Tuesday, May 26, 2009

FROM THE MENU: Goat Shank Tagine


Gorgeous, grass-fed goat is in from Marin Sun Farms. These guys gently graze the hills of Point Reyes sustainably "managing" pastures. I also have a dozen fragrant bulbs of Spring fennel courtesy of Terra Sonoma in Sebastopol, and lemon I quickly preserved to save from ruin. I'm craving intense spices these days, and our menu could definitely use some as well. All of which promptly leads to tagine in my book. I quickly consult my Paula Wolfert.


I had a revelatory 16th birthday dinner at Dar Maghreb in Los Angles, and visited Morocco itself briefly in my early 20s ...the astonishing flavors of the place immediately etched themselves into me, and I had to figure out how they worked. Wolfert - one of the first food writers I turned to for authority - had lived in Morocco, and was a brilliant guide into those layers of saffron, ginger, garlic, sweet onion, green coriander & preserved lemon. Tagines have become an essential piece of my food lexicon. I crave them habitually as I crave any faithfully made pozole or bouillabaisse; any sating, true stew.

Fennel in the index of Wolfert's Couscous and Other Good Food from Morocco gets me Lamb Tagine with Fennel, a "fragrant meat tagine," which I learn, as a group, usually involve preserved lemon, olives and vegetables. I substitute our newly arrived rich goat shank for the lamb shoulder, augment dried ginger in the recipe with beloved fresh, add a little tomato for some bricky earth, cinnamon stick because I can't resist its perfume, and a spoonful of honey to pull on the sweet notes of the melted saffrony onion. So, while I've ultimately made my own way in the recipe, both in ingredients and technique (French training and restaurant kitchen Batterie de cuisine!), Wolfert is always lingering in the background, too. The braise hums madly. Serve on couscous with lemon, chickpeas and scallions.




Goat Tagine with Fennel and Olives


6 meaty goat shanks


Sea Salt


Freshly ground pepper


3 tablespoons olive oil


2 medium onions, sliced in half lengthwise, then into 1/4-inch slices lengthwise


2 medium bulbs of fennel, cut in half lengthwise, then into 1/4-inch slices lengthwise


1 large pinch of saffron threads, lightly finger-crushed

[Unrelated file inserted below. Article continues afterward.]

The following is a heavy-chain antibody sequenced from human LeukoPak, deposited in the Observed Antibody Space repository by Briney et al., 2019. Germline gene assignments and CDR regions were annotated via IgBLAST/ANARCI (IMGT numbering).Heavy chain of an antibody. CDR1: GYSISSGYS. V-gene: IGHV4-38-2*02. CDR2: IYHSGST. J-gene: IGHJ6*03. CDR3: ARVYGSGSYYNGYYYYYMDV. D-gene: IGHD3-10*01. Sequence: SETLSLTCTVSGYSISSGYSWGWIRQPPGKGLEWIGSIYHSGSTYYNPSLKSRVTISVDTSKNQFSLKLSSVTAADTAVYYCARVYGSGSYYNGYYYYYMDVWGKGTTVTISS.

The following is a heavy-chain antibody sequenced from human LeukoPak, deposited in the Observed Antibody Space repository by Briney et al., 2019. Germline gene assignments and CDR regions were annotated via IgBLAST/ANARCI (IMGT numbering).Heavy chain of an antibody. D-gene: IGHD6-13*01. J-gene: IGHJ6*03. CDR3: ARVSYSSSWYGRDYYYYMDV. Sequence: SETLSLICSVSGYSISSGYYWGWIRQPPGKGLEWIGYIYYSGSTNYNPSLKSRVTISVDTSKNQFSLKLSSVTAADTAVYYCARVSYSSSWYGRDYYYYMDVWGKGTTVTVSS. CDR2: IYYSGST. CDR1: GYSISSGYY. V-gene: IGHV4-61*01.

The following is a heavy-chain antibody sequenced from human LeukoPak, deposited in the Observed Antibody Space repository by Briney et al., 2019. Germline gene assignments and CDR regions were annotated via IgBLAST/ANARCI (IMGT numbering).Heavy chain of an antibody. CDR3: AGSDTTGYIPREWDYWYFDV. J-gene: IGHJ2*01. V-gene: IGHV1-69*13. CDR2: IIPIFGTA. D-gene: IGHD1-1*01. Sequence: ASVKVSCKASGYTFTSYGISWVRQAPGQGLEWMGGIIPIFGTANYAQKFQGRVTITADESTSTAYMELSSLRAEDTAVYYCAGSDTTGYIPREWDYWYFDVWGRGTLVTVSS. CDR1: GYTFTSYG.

6 medium garlic cloves, chopped

1 tablespoon fresh ginger, grated


1 teaspoon ground ginger


2 teaspoons freshly toasted, ground coriander seed


1 teaspoons freshly toasted, ground cumin


2 teaspoons freshly toasted, ground fennel seed

3 tablespoons honey


3/4 cup fresh tomato peeled and chopped, or good boxed/canned chopped tomatoes


4 cups of chicken stock or water


1 cinnamon stick

1/2 bunch fresh coriander (cilantro), stem and all, tied with butcher string


1/2 cup oil-cured olives


1 large preserved lemon, rinsed and quartered



Preheat oven to 375. Salt and pepper the goat shanks. Brown them over medium-high heat in a large, deep casserole that will fit all the meat and go in the oven. Remove shanks from the pan and add olive oil, onions and half the fennel and cook for about 5 minutes. Add the saffron, garlic, ginger and all spices and cook another 5 minutes. Add the honey and tomatoes and cook a few minutes. Add stock and tuck shanks back into pot along with the cinnamon stick and tied cilantro. Bring to a simmer. Cover and braise in the oven until tender, about 3 hours. Check every so often; add more liquid if necessary. Add olives, lemon and remaining fennel to the stew the last 15 minutes of cooking. It is finished when the fennel is tender and the meat is buttery and falling off the bone. Taste and season as necessary.

9 comments:

barcamania78 said...

hai hai hai

stopsmoking78 said...

very nice site

my-easy-cooking.com said...

Never even thought of doing goat shanks, wow!!! I love, love your site!!!!

Penny said...

I made this exactly as written yesterday, and it was sublime. Thank you so much for posting your recipe.

Amy said...

This looks so delicious! A question on the spices--do you mean the teaspoons of coriander, fennel and cumin to be measured before grinding, or after?
Thanks!

Dana said...

Thank you Amy. Measure it ground, although there shouldn't be that much difference. Can't reply to you directly as you have chosen noreply in eblogger as your address...

Deborah said...

Dana,
We're so happy to have discovered your blog. A group of us on SlowTrav are all preparing this recipe for a cooking challenge this weekend. Then posting the results on our own blogs tomorrow.
If you check out my entry tomorrow, you'll see my results as well as Amy's (her question above) and several more.
Thanks again for the fun challenge idea. -- Deborah

Amy said...

Thank you, Dana. I made it yesterday using lamb shanks, and it was just heavenly. My guests were almost licking their plates clean.

Dana said...

Amy. Thank you again for your sweet comments. So glad to have been chosen for the challenge!